I think this Economist article is getting way overblown. The project that Blattman evaluated wasn't just a cash transfer, but included training and facilitation to help groups of young people get together and write proposals for funding. There's no evidence to suggest that young people would spontaneously get together if they were just given cash. Overall the evidence that cash transfers (or other purely demand-side programs) alone improve high level health and education outcomes (e.g. Reduced Maternal mortality) is spotty.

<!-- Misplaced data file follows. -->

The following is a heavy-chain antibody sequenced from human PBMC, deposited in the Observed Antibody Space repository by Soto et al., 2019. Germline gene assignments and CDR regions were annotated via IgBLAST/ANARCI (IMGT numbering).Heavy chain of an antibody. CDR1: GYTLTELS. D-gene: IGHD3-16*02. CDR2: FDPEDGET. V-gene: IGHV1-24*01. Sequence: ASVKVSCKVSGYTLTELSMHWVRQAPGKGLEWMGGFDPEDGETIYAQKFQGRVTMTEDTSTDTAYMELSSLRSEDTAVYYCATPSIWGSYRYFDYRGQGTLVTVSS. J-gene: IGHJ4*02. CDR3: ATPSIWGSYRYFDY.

Is there any evidence that conditional or unconditional cash transfer programs improve the quality of basic services through the mechanism that you suggest? The most successful cash transfers in Latin America occurred after decades of public investment in public schools and clinics. In poor, rural areas (like those in Indonesia) where service utilization tends to be low, there are often no alternatives to the run down public school or clinic. Do private markets for basic services spontaneously emerge in the wake of cash transfers? Seems to me that the best policy is to combine with supply-side strengthening programs.